Art Questions, News, News 2016, Painting

What DID happen to the Fabriano Artistico paper?

On the 12th of July there was an intriguing meeting at the top of a spiral staircase, at the R.K. Burt (paper suppliers) warehouse in London: a handful of botanical artists, the boss Mr Burt himself, as well as Giuseppe and Chiara, marketing directors from the Fabriano mill.

The aim of the meeting was for the artists to voice their concerns about the latest batches of Fabriano Artistico: it seemed that our beloved paper had changed, getting more unpredictable, rendering duller colours and generally messing up our washes. Botanical artists are a notoriously picky bunch, but when so many agreed that something was wrong with the paper, the Fabriano managers decided to act, with the help of Mr Burt and art blogger Katherine Tyrrell. I must say that I hadn’t been affected by this plight as much as some others, because Fabriano is not the only paper I use, so I am still working on old, trouble-free stocks.

The meeting

The morning was dedicated to an exposé on paper making by Clifford Burt. It was fascinating – that is a Mr Spock level of fascinating. My inner geek was in seventh heaven as we were shown slides of 19th century machines Brunel would have been proud of and the whole process was explained to us in detail. Extremely large cylinders, cast iron wheels, massive levers and gears, steam and dials, it was all there.

fabrianopapermaking

The 1850’s machines that are used to make the mould-made paper are also used to make bank note paper. As this is done on tender and renewed on a regular basis, the process has to be extremely efficient in order to stay competitive. Giuseppe finished the morning meeting by explaining the changes that were made to the machines recently: in order to facilitate the insertion of plastic strips in the security papers, a device was added to the machines at the beginning of the paper making process. It seems that this has upset the fragile balance of the robust yet delicate machine’s internal workings and they are now regurgitating an altered paper, deemed inferior by the old Fabriano Artistico fans.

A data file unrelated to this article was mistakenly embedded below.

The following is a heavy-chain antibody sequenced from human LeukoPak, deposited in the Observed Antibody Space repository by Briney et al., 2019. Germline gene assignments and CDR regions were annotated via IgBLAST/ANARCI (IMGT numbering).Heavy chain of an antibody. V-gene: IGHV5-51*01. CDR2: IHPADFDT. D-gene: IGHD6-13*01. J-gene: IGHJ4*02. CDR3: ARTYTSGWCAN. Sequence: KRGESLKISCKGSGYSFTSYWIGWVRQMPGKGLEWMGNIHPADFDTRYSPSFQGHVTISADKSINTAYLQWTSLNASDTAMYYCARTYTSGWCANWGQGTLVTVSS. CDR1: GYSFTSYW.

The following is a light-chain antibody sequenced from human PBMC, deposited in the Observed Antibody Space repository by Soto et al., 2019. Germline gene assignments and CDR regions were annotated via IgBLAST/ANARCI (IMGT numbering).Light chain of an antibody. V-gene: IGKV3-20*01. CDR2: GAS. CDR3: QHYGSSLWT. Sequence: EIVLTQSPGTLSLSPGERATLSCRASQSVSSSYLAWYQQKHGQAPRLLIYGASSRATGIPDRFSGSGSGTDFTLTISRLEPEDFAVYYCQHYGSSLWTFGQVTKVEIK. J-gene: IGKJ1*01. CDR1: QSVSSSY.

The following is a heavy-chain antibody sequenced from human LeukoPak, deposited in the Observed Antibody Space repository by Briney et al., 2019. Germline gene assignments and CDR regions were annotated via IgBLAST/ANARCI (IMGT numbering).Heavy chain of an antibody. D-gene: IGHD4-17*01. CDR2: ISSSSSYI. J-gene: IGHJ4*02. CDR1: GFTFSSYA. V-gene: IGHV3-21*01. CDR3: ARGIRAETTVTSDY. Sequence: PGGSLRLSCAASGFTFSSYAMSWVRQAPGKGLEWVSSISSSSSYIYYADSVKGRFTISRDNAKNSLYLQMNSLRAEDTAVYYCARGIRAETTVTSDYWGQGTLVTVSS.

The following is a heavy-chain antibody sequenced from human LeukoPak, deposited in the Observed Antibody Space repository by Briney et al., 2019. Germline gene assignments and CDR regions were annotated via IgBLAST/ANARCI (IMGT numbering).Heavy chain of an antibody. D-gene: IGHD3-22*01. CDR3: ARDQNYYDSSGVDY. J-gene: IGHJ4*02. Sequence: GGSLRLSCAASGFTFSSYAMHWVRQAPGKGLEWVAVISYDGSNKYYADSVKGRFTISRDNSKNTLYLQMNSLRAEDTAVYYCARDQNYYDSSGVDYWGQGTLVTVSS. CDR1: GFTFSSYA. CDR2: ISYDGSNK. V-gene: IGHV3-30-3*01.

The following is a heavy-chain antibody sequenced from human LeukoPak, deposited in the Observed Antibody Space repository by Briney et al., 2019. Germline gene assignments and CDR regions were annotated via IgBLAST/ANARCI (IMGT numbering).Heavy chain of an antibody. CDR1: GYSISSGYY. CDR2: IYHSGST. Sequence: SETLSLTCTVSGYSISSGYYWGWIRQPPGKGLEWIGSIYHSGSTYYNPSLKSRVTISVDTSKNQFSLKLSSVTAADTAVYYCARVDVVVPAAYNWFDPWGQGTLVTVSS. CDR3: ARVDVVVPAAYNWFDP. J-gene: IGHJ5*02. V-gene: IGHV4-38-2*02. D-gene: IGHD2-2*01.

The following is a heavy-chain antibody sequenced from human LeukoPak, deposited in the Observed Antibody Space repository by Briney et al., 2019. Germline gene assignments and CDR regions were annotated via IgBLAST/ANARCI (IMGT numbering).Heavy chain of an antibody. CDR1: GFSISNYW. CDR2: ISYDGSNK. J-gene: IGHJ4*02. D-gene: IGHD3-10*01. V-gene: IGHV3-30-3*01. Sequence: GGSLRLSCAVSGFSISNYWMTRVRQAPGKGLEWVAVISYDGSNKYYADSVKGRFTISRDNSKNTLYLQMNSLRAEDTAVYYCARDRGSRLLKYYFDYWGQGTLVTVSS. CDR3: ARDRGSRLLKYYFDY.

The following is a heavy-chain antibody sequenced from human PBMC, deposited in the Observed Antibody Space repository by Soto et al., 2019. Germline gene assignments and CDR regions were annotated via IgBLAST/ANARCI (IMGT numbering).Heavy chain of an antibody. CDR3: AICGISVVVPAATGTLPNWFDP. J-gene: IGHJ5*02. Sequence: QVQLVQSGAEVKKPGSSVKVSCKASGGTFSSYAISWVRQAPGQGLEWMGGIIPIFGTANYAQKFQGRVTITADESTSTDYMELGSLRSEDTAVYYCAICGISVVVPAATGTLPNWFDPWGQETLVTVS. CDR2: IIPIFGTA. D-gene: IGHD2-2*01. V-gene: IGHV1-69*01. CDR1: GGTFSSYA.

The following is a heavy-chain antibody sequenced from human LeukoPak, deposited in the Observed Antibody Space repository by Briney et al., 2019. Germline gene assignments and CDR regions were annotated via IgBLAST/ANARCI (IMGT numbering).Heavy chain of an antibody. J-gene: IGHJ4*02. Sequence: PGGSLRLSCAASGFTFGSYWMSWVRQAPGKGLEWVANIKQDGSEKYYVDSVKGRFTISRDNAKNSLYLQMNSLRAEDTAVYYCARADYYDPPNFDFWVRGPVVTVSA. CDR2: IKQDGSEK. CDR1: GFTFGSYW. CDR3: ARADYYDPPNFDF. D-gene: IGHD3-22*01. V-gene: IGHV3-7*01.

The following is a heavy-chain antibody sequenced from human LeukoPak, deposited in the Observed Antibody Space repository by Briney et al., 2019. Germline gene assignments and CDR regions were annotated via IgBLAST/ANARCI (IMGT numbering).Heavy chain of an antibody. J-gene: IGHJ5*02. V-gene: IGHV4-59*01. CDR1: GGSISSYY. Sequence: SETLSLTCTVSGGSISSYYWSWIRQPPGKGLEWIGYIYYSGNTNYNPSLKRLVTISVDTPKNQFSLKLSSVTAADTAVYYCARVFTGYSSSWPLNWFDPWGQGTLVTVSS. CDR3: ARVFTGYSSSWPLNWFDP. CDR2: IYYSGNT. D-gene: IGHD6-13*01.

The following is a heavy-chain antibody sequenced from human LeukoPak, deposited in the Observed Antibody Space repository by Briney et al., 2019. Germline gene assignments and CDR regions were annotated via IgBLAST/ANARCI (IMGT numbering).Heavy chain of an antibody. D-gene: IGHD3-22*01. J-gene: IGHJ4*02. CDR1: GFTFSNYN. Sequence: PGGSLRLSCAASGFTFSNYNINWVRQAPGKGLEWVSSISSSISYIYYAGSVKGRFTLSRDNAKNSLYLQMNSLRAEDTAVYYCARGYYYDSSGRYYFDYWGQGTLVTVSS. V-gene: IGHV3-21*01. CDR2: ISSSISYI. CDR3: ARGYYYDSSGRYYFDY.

Blind test

After a light lunch, we proceeded to a blind test of anonymous papers, coded for identification by the organisers. When Mr Flora’s Patch saw the photos, he laughed at me, saying I looked “dangerously excited”. This is pretty much exactly what I was. The blind test was tremendous fun and as it turns out was also worthwhile and productive. Chiara and Giuseppe were worried that we would all find different results, especially as we were working in different media. Going around the table, Ann Swan, Morryce Maddams and Katherine Tyrrell were working in coloured pencil; Polly O’Leary, Elaine Searle, Dianne Sutherland, Gael Sellwood, Sandra Armitage and Billy Showell and I were painting in watercolour.

We tested the papers from different brands and different batches for resilience, ease of lifting, colour saturation, behaviour of washes and glazes as well as reaction to different techniques.

fabrianomeetingtest

The results

I was actually surprised at how consistent the results were: we all identified our favourite as the old Fabriano Artistico Hot Pressed. We also all had problems with the more recent batches. This was exactly what Chiara and Giuseppe wanted: a clear description, illustrated with our painted swatches and notes – which they took away back to the factory- giving them a much better idea of what has changed and what they are aiming for with their modifications. As they described it, their job is now to reverse engineer a paper that will be back to the pre-2014 standards. They gave me the impression that they truly cared about this and that they would work on it until they can give us our old favourite paper back, which I trust they will. A quick tip on the 2016 batch: I tried painting on the back and it gave me much better results than painting on the top. So while we wait for the 2017 batch, this might be a way to alleviate our predicament.

My thanks again to the organisers of this enlightening day, to Clifford for hosting the event, to Chiara and Giuseppe for listening to us and to the other guests for the good company.

Happy painting!

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Art Questions, Drawing, Painting

Which is the best eraser?

I often get questions that start with “This is a stupid question but…” or “This may sound stupid…”

Stupid questions are the essential ones; the questions people are worried about asking because they think everyone else knows the answer. But they don’t! And they really wish they did, so don’t be afraid to ask…

Our second question – asked by Bing Aling on my YouTube channel- is about erasing, an all important part of drawing:

Which is the best rubber to use?

eraser pile